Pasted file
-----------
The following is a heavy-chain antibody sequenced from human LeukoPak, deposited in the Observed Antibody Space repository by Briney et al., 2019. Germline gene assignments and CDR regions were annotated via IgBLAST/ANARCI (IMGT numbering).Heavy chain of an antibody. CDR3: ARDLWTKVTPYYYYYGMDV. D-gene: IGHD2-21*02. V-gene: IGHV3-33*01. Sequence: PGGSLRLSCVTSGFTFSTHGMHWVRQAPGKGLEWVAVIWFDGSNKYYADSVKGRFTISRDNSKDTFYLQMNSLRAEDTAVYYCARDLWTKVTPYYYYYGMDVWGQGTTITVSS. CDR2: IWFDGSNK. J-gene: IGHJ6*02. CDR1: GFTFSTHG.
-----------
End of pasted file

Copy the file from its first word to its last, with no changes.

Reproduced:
The following is a heavy-chain antibody sequenced from human LeukoPak, deposited in the Observed Antibody Space repository by Briney et al., 2019. Germline gene assignments and CDR regions were annotated via IgBLAST/ANARCI (IMGT numbering).Heavy chain of an antibody. CDR3: ARDLWTKVTPYYYYYGMDV. D-gene: IGHD2-21*02. V-gene: IGHV3-33*01. Sequence: PGGSLRLSCVTSGFTFSTHGMHWVRQAPGKGLEWVAVIWFDGSNKYYADSVKGRFTISRDNSKDTFYLQMNSLRAEDTAVYYCARDLWTKVTPYYYYYGMDVWGQGTTITVSS. CDR2: IWFDGSNK. J-gene: IGHJ6*02. CDR1: GFTFSTHG.